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Exploring the Baroque with Pru Sanders

Much-loved soprano Pru Sanders is celebrating the Baroque in a performance alongside the Australian Baroque ensemble on Thursday 14 March.

A dramatic journey of three women at pivotal moments in their lives, Abbandonata explores storms, passion, monsters, anguish, pleasure, and heartbreak.

Tell us about the repertoire being performed in Abbandonata?

Abbandonata started off with a very long ‘wish list’ of sumptuous Baroque pieces which I loved. The challenge lay in narrowing the selection down to a concert program! Our central piece “Armida Abbandonata” is very much like a mini one-woman opera, and I think the drama in this piece is particularly exciting to sing.

Abbandonata translates into ‘Abandoned’, and there is an element of Baroque music in which singers are able to create their own florid ornaments around the melody. I felt that this idea of ‘singing with abandon’ also fit our central theme. There is a lovely mix of showy singing and gorgeous simplicity.

Who are the three women who you’ll be focusing on and why did you decide on their stories?

It was interesting to discover that several historical or mythological characters were repeatedly written for by a significant number of Baroque composers. Three of these - Cleopatra, Armida, and Eurydice all have wonderful stories, which is ultimately what opera is about.

I thought it would be interesting to hear how different composers have written for the same character - so, for example, my Cleopatra pieces don’t actually feature any Handel (which is the composer we most frequently associate with her). There were actually several Cleopatras, the most famous being the one we all know, Cleopatra VII. Some of the arias are from the perspective of Cleopatra I who was the first female regent and paved the way for her predecessors!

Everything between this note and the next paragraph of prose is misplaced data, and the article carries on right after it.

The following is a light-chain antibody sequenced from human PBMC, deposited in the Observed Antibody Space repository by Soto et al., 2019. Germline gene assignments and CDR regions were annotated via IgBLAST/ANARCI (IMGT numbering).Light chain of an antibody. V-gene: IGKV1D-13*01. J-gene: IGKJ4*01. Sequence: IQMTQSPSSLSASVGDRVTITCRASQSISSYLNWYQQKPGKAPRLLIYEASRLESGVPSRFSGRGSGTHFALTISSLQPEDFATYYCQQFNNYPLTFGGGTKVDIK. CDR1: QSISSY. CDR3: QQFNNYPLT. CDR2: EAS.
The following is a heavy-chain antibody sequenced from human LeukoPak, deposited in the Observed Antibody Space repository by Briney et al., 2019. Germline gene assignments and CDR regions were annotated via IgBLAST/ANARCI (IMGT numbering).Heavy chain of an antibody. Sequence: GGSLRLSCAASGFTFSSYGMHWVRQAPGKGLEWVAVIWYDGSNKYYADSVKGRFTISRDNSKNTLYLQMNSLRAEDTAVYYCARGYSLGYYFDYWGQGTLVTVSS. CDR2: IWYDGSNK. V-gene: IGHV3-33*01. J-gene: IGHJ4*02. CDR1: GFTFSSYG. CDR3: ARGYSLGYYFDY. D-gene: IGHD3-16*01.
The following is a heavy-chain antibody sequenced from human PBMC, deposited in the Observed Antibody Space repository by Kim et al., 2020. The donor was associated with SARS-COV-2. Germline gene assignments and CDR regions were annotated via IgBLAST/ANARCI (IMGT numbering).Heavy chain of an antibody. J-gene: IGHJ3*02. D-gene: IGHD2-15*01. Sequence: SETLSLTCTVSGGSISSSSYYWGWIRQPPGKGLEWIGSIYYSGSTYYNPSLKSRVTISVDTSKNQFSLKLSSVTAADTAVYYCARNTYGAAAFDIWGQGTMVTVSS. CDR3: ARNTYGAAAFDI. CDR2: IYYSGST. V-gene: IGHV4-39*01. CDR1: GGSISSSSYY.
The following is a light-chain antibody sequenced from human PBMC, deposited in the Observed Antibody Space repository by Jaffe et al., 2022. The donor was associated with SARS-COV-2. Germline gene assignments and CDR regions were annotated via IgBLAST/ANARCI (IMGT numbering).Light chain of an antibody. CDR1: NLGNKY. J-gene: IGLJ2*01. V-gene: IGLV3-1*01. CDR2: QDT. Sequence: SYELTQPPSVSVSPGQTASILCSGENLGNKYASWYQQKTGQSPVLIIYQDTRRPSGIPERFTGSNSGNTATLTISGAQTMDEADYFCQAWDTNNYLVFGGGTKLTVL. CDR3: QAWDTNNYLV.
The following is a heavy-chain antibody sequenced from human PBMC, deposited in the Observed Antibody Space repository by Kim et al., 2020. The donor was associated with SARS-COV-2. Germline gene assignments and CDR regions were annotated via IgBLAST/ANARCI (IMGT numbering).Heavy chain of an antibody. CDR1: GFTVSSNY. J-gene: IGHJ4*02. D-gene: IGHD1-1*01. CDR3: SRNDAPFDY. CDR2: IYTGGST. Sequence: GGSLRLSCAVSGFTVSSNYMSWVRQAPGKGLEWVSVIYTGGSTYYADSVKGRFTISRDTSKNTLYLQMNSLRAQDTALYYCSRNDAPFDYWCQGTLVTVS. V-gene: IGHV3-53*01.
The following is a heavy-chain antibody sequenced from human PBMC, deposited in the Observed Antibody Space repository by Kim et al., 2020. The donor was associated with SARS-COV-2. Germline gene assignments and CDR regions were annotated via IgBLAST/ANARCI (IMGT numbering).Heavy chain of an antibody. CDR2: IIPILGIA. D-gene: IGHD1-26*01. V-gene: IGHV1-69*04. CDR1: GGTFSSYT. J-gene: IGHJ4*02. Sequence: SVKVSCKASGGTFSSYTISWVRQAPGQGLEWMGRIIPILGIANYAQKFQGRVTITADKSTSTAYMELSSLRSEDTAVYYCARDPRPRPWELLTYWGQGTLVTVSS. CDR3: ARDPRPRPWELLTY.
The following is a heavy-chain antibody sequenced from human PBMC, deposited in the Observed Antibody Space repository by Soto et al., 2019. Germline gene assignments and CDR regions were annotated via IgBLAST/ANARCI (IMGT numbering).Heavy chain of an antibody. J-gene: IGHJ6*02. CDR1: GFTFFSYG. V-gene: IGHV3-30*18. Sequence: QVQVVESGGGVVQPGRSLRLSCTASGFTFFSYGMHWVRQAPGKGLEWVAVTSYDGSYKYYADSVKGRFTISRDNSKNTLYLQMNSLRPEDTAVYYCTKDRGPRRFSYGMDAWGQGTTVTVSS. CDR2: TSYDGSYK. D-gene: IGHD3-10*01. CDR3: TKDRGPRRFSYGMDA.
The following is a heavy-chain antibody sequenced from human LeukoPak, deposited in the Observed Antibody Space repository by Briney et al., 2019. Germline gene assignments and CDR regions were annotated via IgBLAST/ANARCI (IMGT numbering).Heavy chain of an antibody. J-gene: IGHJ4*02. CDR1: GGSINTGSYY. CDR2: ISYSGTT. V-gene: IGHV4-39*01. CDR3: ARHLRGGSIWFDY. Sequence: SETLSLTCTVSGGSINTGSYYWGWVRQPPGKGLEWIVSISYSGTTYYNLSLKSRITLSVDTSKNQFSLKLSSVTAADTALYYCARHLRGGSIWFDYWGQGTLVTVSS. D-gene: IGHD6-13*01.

As an ensemble, what do you enjoy most about collaborating with Australian Baroque?

I’ve sung frequently with Australian Baroque, so it’s always lovely to collaborate with Artistic Director Helen Kruger and the ensemble.

As this style of music is typically scored for fewer instruments, there is a flexibility and intimacy that we are able to use to our advantage; this can mean that we can play off one another and experiment with different ornaments and ways to create colour and bring the drama in the music to life.

The concert takes place in Hackett Hall at WA Museum Boola Bardip. What do you love most about performing in this space?

Well of course everyone loves Otto the whale, me included! For this concert, the acoustic and the atmosphere of the space will be gorgeous. I also like the intersection of singing a historical character in a space dedicated to preserving history.

What do you hope audiences will take away from experiencing Abbandonata?

I’d like them to feel as though they have been on a journey, and as though there are experiences of these characters that are relatable, even hundreds of years later. Also, an appreciation of a style of music that was the foundation of the big verismo operas that we all love.

West Australian Opera and Australian Baroque present Abbandonata at Hackett Hall on Thursday 14 March. Book here.

Learn more about other concerts in West Australian Opera and Australian Baroque's performance series here.